And still they remain in the city; there they are, ready to sting and fully armed, and some of them owe money, some have forfeited their citizenship; a third class are in both predicaments; and they hate and conspire against those who have got their property, and against everybody else, and are eager for revolution.
That is true.
On the other hand, the men of business, stooping as they walk, and pretending not even to see those whom they have already ruined, insert their sting—that is, their money—into some one else who is not on his guard against them, and recover the parent sum many times over multiplied into a family of children: and so they make drone and pauper to abound in the State.
Yes, he said, there are plenty of them—that is certain.
The evil blazes up like a fire; and they will not extinguish it, either by restricting a man’s use of his own property, or by another remedy:
One which is the next best, and has the advantage of compelling the citizens to look to their characters:—Let there be a general rule that every one shall enter into voluntary contracts at his own risk, and there will be less of this scandalous money-making, and the evils of which we were speaking will be greatly lessened in the State.
Yes, they will be greatly lessened.
At present the governors, induced by the motives which I have named, treat their subjects badly; while they and their adherents, especially the young men of the governing class, are habituated to lead a life of luxury and idleness both of body and mind; they do nothing, and are incapable of resisting either pleasure or pain.
They themselves care only for making money, and are as indifferent as the pauper to the cultivation of virtue.
Yes, quite as indifferent.
Such is the state of affairs which prevails among them. And often rulers and their subjects may come in one another’s way, whether on a journey or on some other occasion of meeting, on a pilgrimage or a march, as fellow-soldiers or fellow-sailors; aye and they may observe the behaviour of each other in the very moment of danger—for where danger is, there is no fear that the poor will be despised by the rich—and very likely the wiry sunburnt poor man may be placed in battle at the side of a wealthy one who has never spoilt his complexion and has plenty of superfluous flesh—when he sees such an one puffing and at his wits’-end, how can he avoid drawing the conclusion that men like him are only rich because no one has the courage to despoil them? And when they meet in private will not people be saying to one another ‘Our warriors are not good for much’?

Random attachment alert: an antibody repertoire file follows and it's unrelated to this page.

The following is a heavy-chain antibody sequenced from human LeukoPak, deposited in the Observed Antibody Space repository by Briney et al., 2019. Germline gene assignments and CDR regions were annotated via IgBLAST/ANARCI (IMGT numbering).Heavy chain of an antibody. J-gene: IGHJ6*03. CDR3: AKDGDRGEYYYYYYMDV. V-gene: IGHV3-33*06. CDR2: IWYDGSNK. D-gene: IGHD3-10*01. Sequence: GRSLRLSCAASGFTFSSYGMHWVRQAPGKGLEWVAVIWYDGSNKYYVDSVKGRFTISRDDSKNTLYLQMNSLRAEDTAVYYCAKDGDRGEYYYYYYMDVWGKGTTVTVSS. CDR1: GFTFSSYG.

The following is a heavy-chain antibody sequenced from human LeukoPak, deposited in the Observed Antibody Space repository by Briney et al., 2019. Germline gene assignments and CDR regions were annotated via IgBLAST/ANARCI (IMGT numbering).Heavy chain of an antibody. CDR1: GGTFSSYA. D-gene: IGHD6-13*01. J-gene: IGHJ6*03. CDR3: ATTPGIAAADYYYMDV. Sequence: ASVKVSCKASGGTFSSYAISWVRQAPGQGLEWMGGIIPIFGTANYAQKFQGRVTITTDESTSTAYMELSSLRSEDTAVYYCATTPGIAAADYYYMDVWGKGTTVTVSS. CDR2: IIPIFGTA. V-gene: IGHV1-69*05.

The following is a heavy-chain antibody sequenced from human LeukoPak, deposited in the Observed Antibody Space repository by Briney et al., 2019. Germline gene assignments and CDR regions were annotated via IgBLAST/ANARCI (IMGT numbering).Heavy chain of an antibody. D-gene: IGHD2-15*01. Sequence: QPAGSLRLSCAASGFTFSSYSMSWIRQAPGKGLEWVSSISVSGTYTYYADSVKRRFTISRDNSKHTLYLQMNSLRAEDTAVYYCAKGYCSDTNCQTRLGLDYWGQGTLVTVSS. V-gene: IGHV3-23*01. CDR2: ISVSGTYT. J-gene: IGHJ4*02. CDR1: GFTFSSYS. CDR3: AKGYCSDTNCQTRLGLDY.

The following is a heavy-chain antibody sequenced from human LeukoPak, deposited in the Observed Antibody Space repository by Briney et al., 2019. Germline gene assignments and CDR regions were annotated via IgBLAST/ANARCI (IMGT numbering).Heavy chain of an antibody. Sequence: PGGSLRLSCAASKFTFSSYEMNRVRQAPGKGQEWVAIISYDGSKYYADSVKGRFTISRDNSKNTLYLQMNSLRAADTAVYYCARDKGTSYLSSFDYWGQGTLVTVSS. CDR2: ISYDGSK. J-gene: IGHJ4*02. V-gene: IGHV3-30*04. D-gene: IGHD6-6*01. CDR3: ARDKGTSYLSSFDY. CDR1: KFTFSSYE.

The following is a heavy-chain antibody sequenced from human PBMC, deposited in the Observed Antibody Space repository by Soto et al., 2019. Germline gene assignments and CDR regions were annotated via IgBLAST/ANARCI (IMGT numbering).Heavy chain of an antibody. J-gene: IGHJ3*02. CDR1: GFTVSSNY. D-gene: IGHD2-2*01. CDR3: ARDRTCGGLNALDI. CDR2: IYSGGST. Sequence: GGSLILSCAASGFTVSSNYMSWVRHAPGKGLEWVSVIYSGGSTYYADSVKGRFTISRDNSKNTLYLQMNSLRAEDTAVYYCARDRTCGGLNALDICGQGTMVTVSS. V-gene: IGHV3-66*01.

Yes, he said, I am quite aware that this is their way of talking.
And, as in a body which is diseased the addition of a touch from without may bring on illness, and sometimes even when there is no external provocation a commotion may arise within—in the same way wherever there is weakness in the State there is also likely to be illness, of which the occasion may be very slight, the one party introducing from without their oligarchical, the other their democratical allies, and then the State falls sick, and is at war with herself; and may be at times distracted, even when there is no external cause.
And then democracy comes into being after the poor have conquered their opponents, slaughtering some and banishing some, while to the remainder they give an equal share of freedom and power; and this is the form of government in which the magistrates are commonly elected by lot.
Yes, he said, that is the nature of democracy, whether the revolution has been effected by arms, or whether fear has caused the opposite party to withdraw.